Tuesday, June 29, 2010

Faster Faster Faster

Our machines, even when hitting an apparent performance peak, only run at one small fraction of their true potential speed. I feel that today's computers and their software are OK for routine spectra. I couldn't ask for more. Other spectra are quite large, however, and I must wait a few seconds during processing. Without going into the third dimension, consider these novel experiments to measure long range heteronuclear Js. Each row contains at least 4096 points. Quite likely we are going to see larger rows in the next few years. The time required to compute the FFT is in the order of the seconds. It would be great if we could half this time. The solution is public since 2008 and freely available. It must also be well-know, because I have initially found it on Wikipedia.
What they say, in practice, is that if you use the GPU (the graphic chip) instead of the CPU (the main brain of the computer)...
In this work we present a novel implementation of FFT on GeForce 8800GTX that achieves 144 Gflop/s that is nearly 3x faster than best rate achieved in the current vendor’s numerical libraries.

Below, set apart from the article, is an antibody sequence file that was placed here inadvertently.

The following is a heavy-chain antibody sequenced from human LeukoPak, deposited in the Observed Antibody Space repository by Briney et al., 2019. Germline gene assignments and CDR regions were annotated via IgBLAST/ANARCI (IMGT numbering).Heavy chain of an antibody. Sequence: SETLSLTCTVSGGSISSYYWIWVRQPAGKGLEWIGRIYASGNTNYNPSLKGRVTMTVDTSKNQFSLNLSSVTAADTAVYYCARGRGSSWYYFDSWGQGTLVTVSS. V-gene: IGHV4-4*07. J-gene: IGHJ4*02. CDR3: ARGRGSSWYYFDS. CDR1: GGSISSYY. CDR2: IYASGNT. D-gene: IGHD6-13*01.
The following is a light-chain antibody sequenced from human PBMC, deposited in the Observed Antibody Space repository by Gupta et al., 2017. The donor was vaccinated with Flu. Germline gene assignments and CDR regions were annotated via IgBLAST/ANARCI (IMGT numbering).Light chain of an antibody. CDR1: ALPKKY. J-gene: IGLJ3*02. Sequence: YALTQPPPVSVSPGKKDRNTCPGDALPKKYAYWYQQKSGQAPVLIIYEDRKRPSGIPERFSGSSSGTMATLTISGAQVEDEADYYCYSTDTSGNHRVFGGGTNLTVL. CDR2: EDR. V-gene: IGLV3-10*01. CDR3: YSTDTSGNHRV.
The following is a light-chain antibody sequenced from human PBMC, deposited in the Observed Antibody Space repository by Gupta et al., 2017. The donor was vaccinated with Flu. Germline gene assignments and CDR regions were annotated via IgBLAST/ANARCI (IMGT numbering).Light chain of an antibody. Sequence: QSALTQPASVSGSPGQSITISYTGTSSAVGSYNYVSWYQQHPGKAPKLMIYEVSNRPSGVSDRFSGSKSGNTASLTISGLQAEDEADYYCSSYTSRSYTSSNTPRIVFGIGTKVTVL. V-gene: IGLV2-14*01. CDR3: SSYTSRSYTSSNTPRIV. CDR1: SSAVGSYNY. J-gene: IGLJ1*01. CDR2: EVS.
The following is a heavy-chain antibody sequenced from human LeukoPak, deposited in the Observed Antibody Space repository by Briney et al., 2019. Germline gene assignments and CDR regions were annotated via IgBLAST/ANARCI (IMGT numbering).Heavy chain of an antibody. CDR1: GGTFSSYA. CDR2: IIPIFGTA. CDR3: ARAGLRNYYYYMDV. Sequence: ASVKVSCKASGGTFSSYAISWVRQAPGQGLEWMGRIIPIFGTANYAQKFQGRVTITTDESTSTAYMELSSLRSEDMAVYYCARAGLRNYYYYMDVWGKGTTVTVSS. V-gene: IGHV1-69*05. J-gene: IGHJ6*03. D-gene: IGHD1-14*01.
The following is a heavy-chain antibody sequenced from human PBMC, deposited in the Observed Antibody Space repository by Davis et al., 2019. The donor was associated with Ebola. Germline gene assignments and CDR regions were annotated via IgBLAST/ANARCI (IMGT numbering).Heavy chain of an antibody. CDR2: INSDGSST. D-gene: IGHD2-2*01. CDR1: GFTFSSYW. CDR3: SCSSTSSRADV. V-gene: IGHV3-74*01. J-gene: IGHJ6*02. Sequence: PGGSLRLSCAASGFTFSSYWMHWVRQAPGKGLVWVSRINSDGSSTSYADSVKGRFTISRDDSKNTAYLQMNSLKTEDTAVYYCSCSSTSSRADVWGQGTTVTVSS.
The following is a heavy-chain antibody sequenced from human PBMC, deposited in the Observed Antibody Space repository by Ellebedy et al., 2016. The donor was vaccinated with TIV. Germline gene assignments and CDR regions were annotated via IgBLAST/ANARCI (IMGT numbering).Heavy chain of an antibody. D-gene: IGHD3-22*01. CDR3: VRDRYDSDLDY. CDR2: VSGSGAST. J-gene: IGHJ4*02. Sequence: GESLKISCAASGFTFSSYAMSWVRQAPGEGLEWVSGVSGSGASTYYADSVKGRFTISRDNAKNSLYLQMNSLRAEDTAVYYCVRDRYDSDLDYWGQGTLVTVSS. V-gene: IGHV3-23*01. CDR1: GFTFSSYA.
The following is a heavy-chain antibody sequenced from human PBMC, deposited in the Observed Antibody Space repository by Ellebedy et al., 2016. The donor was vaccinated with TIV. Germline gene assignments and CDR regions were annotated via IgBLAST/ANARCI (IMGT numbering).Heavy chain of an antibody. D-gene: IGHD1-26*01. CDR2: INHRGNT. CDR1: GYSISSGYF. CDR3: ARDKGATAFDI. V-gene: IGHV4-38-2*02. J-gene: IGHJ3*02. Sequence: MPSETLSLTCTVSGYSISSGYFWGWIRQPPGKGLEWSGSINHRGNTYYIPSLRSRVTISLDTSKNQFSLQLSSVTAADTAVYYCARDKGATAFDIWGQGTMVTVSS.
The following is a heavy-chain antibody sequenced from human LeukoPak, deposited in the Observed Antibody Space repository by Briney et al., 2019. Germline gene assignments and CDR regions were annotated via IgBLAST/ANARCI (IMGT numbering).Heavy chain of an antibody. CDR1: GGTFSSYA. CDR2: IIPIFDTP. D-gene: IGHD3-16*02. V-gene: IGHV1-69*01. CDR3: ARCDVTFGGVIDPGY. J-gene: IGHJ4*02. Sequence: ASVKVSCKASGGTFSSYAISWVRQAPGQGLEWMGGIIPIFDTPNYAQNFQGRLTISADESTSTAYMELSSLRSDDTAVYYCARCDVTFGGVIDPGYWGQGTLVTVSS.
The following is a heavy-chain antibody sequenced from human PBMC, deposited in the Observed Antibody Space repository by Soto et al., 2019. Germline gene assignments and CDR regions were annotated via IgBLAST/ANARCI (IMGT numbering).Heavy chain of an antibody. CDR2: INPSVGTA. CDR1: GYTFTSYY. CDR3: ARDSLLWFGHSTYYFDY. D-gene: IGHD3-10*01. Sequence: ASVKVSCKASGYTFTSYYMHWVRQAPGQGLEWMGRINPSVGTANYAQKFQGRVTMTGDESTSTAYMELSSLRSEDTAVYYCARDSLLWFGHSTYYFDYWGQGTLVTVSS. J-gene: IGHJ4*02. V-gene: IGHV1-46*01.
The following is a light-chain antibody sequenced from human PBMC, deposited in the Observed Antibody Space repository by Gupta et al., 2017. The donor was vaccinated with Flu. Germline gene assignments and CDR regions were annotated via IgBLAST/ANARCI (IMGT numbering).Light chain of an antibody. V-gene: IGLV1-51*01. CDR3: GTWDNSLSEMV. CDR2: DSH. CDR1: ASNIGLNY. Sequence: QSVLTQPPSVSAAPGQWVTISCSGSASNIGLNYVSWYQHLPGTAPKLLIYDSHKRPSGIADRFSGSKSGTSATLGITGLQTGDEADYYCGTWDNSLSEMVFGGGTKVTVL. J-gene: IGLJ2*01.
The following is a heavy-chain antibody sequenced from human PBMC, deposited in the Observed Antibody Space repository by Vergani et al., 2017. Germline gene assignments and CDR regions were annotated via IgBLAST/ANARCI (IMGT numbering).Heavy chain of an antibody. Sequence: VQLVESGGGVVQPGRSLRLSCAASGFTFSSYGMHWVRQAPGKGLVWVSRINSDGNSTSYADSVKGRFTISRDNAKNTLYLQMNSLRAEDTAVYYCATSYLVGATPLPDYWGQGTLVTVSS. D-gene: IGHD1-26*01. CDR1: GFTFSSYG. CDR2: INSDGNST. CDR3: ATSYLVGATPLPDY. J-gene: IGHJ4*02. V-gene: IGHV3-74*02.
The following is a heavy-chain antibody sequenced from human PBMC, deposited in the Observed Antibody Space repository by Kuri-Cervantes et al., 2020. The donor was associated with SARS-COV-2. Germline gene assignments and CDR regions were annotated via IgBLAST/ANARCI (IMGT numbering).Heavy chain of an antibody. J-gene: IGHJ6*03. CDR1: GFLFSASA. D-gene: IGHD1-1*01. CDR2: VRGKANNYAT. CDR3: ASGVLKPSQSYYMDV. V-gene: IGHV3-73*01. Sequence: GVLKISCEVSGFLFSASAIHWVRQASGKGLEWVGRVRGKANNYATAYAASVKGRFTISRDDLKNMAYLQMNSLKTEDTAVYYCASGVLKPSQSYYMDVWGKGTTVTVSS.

Another paper says:
We implemented our algorithms using the NVIDIA CUDA API and compared their performance with NVIDIA's CUFFT library and an optimized CPU-implementation (Intel's MKL) on a high-end quad-core CPU. On an NVIDIA GPU, we obtained performance of up to 300 GFlops, with typical performance improvements of 2--4x over CUFFT and 8--40x improvement over MKL for large sizes.

The source code (to be compiled), is available on another site. What upsets me is the ReadMe file:
Currently there are a few known performance issues (bug) that this sample has discovered in rumtime and code generation that are being actively fixed. Hence, for sizes >= 1024, performance is much below the expected peak for any particular size. However, we have internally verified that once these bugs are fixed, performance should be on par with expected peak. Note that these are bugs in OpenCL runtime/compiler and not in this sample.

Maybe they have already found the solution to this problem.
There's another issue, however: how long does it take to move the matrix from the main memory to the GPU and back? I presume that loading the columns will take much more time than loading the rows. In this case it is better to transpose the matrix between the two FFTs (just like when we use the CPU). Eventually, the bottleneck will the the transposition, not the FT.


At 10:34 PM, Anonymous Anonymous said...

I'm no expert on cuda, but i know this much about graphics cards... they have huge bandwidth in the from of pci express for communication between the card and the rest of the computer. it probably isn't an issue now and will only get better with the implementation of Pci-express 3.0 soon.

gamers always wnt speed... NMR could win big as a result!


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